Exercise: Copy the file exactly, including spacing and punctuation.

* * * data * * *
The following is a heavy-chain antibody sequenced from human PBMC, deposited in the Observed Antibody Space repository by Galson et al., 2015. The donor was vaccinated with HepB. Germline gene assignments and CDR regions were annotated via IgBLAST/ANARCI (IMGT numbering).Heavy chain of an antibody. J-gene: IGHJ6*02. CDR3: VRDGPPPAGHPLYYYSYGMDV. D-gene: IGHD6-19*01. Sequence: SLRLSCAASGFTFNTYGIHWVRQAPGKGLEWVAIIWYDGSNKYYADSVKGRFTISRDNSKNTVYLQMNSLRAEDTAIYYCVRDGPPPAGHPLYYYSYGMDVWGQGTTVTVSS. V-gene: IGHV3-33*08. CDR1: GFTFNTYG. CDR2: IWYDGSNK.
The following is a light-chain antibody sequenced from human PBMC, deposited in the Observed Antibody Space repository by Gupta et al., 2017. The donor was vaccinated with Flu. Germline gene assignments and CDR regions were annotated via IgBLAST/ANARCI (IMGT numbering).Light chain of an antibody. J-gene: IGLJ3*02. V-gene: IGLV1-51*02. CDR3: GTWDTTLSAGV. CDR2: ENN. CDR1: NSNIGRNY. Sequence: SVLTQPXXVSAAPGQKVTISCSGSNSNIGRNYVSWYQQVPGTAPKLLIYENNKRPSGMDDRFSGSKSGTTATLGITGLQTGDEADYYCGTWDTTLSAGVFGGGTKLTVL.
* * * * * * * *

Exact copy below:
The following is a heavy-chain antibody sequenced from human PBMC, deposited in the Observed Antibody Space repository by Galson et al., 2015. The donor was vaccinated with HepB. Germline gene assignments and CDR regions were annotated via IgBLAST/ANARCI (IMGT numbering).Heavy chain of an antibody. J-gene: IGHJ6*02. CDR3: VRDGPPPAGHPLYYYSYGMDV. D-gene: IGHD6-19*01. Sequence: SLRLSCAASGFTFNTYGIHWVRQAPGKGLEWVAIIWYDGSNKYYADSVKGRFTISRDNSKNTVYLQMNSLRAEDTAIYYCVRDGPPPAGHPLYYYSYGMDVWGQGTTVTVSS. V-gene: IGHV3-33*08. CDR1: GFTFNTYG. CDR2: IWYDGSNK.
The following is a light-chain antibody sequenced from human PBMC, deposited in the Observed Antibody Space repository by Gupta et al., 2017. The donor was vaccinated with Flu. Germline gene assignments and CDR regions were annotated via IgBLAST/ANARCI (IMGT numbering).Light chain of an antibody. J-gene: IGLJ3*02. V-gene: IGLV1-51*02. CDR3: GTWDTTLSAGV. CDR2: ENN. CDR1: NSNIGRNY. Sequence: SVLTQPXXVSAAPGQKVTISCSGSNSNIGRNYVSWYQQVPGTAPKLLIYENNKRPSGMDDRFSGSKSGTTATLGITGLQTGDEADYYCGTWDTTLSAGVFGGGTKLTVL.